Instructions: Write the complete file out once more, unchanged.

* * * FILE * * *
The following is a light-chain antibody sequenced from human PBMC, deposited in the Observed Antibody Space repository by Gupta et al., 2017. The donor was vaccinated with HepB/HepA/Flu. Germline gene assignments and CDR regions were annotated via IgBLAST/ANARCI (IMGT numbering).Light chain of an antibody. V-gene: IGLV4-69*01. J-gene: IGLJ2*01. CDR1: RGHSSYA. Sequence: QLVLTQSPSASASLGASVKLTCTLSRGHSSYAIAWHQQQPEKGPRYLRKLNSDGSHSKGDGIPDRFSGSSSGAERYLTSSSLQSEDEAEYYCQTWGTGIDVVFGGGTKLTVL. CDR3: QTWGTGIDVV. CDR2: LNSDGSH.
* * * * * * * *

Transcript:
The following is a light-chain antibody sequenced from human PBMC, deposited in the Observed Antibody Space repository by Gupta et al., 2017. The donor was vaccinated with HepB/HepA/Flu. Germline gene assignments and CDR regions were annotated via IgBLAST/ANARCI (IMGT numbering).Light chain of an antibody. V-gene: IGLV4-69*01. J-gene: IGLJ2*01. CDR1: RGHSSYA. Sequence: QLVLTQSPSASASLGASVKLTCTLSRGHSSYAIAWHQQQPEKGPRYLRKLNSDGSHSKGDGIPDRFSGSSSGAERYLTSSSLQSEDEAEYYCQTWGTGIDVVFGGGTKLTVL. CDR3: QTWGTGIDVV. CDR2: LNSDGSH.